Floundering. I like that word. Mostly because it's a kind of fish, and I like fish, but also because it's a pretty good description of how I feel about trying to deal with Raya's medical issues. In the last 4 1/2 years of tube feeding, I have become somewhat of an expert on feeding Raya. I have learned what to expect from her body and I've gotten pretty good at managing the day-to-day stuff. What I have not yet figured out how to do is align my expectations with reality. It's hard to do that when you have no idea what reality is going to be on a long-term basis.

How long do we continue to do the same things we've been doing? I have always hoped and believed that we will at some point be able to get Raya to a point where she can eat and drink enough to not need the tube anymore. What if that's not what her body is capable of though? And how long do we wait? At what point do we accept that tube feeding will be a long-term thing for her, and how long is long-term anyway?

*sigh* I just don't know what to think anymore. We do things for a while and may or may not see positive changes. Things stagnate so we try something new. Sometimes it makes me feel like we're making progress. In some ways, she's made huge progress. The most notable thing on that list is that she doesn't vomit a few times a day anymore. In the grand scheme of things though, we still have a child who does not eat more than a few calories a day (and usually zero), doesn't care if she ever eats or not, is allergic to a lot of difficult to avoid foods, can't tolerate more than a couple ounces per hour of food or formula in her stomach, and would starve to death pretty quickly without the feeding tube. (yeah, that's the harsh reality of it) How long will it be before things start to work better and/or she learns how to work around her body's physical limitations?

So I'm floundering. Do we bother with another round of out-of-state motility testing? When we did it before, I had such high hopes going into it and although I am glad we did the testing, the results did not give me what I wanted. Answers. What I got was someone telling me that her digestive system was functioning in "near-normal range". They said that even though her symptoms said otherwise, the test results said that her stomach worked fine and we should get her off the GJ tube and back to gastric feeds, which we did. They pretty much told us there was nothing they could do for us. Does that mean that we just keep managing the day-to-day stuff and hope for some day in the future when her digestive system will work better? Now that we're 3 1/2 years down the road and not really much better off, would it be worth the trouble, the expense, the time, and the physical and emotional exhaustion of traveling somewhere else in the country just to do some tests that might give us results that are as disappointing as the last ones? Or maybe this time around, things would be different. Now that we've seen her body at its best and then seen things go backwards to where we are now, do we have enough information to help a motility specialist better identify where her problems lie and maybe come up with new ideas of how to help her? I don't know. Even if we do motility testing and they do actually identify the location or source of her problems, what is there for anybody to do about it?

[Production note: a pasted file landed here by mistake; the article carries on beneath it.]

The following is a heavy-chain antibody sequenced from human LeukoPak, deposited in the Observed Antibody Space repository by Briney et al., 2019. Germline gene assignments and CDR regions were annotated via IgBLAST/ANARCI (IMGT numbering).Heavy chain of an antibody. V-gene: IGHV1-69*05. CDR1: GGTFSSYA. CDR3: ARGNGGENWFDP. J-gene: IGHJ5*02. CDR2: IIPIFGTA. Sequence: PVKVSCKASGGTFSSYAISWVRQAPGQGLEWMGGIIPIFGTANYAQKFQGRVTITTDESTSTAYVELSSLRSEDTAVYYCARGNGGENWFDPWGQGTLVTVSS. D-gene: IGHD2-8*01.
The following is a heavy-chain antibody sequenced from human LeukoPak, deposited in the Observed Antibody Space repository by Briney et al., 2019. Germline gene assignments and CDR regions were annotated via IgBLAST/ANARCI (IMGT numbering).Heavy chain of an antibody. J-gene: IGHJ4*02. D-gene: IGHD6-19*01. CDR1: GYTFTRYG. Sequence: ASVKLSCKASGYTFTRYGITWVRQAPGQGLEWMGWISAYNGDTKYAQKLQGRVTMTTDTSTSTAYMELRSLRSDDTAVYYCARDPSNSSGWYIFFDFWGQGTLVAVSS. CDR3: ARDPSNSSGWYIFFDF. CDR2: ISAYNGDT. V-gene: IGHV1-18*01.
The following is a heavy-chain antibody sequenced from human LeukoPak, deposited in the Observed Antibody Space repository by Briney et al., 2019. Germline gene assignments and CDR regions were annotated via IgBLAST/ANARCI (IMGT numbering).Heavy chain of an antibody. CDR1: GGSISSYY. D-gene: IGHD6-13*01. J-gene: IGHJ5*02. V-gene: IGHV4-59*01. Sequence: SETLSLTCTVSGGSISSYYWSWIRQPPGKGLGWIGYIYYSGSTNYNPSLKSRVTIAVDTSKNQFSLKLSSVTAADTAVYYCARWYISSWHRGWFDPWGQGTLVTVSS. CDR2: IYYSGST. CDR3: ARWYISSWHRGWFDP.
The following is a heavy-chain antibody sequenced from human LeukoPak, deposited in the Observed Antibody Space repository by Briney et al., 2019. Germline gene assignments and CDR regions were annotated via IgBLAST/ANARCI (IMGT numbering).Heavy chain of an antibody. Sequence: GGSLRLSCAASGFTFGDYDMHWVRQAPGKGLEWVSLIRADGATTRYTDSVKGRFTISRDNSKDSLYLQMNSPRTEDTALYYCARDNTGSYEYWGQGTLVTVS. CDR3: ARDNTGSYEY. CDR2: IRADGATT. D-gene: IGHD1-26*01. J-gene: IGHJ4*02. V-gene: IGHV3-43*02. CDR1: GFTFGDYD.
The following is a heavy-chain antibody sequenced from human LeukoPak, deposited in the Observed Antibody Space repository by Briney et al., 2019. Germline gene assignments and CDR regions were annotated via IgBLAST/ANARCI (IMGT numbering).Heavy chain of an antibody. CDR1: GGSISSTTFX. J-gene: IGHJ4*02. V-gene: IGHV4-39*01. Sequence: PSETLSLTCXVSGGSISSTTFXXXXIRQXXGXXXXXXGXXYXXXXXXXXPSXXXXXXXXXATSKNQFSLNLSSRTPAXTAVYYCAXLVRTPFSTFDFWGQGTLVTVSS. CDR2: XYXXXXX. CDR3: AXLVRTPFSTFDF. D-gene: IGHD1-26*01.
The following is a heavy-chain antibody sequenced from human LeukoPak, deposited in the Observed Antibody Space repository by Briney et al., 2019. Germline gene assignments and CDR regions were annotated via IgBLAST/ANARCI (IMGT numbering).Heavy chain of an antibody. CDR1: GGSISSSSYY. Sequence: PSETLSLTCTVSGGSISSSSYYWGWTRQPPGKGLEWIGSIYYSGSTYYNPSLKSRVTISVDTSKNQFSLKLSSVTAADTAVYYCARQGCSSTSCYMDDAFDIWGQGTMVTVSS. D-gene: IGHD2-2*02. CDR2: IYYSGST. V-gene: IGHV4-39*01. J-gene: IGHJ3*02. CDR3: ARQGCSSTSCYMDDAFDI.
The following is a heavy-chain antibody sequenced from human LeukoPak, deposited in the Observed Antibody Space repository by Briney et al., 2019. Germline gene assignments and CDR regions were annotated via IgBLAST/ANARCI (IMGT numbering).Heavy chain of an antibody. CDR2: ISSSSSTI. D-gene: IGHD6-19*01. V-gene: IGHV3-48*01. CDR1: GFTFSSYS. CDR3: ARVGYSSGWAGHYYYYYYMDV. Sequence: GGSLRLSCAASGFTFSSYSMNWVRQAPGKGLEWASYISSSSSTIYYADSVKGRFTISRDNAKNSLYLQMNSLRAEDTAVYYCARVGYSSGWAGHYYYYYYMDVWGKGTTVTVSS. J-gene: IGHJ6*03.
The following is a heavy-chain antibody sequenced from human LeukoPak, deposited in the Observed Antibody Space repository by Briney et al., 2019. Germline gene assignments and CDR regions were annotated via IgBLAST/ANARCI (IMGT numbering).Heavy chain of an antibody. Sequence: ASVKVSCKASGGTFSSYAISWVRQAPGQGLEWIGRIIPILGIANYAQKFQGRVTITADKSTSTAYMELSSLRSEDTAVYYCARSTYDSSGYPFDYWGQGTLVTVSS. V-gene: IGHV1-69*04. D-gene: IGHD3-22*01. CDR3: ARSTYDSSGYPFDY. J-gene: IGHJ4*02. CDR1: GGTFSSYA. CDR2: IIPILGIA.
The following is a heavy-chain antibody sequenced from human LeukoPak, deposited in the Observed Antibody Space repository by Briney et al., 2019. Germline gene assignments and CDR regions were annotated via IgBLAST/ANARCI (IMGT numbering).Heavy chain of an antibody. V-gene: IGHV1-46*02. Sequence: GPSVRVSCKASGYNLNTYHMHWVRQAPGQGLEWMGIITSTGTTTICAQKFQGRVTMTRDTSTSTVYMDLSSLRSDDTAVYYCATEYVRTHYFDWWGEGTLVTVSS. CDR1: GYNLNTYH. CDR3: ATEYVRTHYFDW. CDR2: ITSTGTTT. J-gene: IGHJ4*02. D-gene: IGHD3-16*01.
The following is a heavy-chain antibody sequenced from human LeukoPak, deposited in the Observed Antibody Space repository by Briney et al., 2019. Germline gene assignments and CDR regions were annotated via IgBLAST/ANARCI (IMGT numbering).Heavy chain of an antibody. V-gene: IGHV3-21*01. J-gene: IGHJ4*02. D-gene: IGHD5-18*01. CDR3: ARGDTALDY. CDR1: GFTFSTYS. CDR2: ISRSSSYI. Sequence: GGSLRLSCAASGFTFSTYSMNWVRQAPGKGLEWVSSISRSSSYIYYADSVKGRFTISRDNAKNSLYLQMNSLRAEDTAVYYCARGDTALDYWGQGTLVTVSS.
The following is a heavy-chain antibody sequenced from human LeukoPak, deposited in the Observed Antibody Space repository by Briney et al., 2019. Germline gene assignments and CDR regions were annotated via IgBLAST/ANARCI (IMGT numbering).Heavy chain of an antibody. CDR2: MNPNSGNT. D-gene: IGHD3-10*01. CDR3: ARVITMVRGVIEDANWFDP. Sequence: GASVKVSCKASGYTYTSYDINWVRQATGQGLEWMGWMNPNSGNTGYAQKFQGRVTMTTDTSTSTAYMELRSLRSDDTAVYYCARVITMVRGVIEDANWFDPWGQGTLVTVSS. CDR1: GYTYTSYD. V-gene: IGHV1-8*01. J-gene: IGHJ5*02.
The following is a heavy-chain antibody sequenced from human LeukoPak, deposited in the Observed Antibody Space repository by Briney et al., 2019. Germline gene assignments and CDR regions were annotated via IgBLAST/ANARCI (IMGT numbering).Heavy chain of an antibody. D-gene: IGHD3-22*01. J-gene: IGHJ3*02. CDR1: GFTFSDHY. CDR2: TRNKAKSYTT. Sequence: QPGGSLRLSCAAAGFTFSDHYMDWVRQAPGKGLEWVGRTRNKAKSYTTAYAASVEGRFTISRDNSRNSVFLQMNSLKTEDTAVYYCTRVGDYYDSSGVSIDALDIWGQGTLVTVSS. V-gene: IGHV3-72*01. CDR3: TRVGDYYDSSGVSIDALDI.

We thought we had a new place to go for motility testing, but now we've found out that the doctor we wanted to see is not accepting any new motility cases and is leaving his current location this fall. It's not the end of the world but it means that instead of a 6-8 hour drive or a 1 or 2 hour flight, we may have to hop a plane and fly clear to the east coast instead. Just thinking about it makes me tired.

Maybe I'm not doing enough praying and studying. Maybe I'm being too stubborn to see things differently. Maybe the timing isn't right, or maybe we're on the right track and we just need to be patient for a few more years. Usually I'm fine with the way things are, but right now I'm just having a hard time with not knowing what to expect in the long term. If this is as good as things will ever get for her, I can live with that, but if there's something that can be done to improve her quality of life, I would do it in a heartbeat. The problem is that I just don't know. Not only do I not know, but I have not even the slightest guess. I have hope that things will get better for her, and I believe that it's possible that she might someday be able to eat & drink enough on her own to not need to use her tube anymore, but I just want to know how to fix this for her. This is harder than cleaning up puke & poop. I just wish I could get some answers to my unanswered questions.

In the mean time, I will just keep doing what I can and counting my blessings that she is mine.



Thursday, August 7, 2014

Clogged feeding tube

This post should make anyone who has ever felt dumb for making a mistake with their tube fed kiddo feel better. **Disclaimer: If the feeding tube you are in charge of caring for ever gets clogged, talk to your doctor about how to unclog it!**

Our day started out pretty good yesterday. We got the big kids off on the school bus and then I got Raya all dolled up and ready to go to school. She is LOVING that she doesn't have to take her feeding pump to school and went on and on about how much she loves just wearing 1 backpack.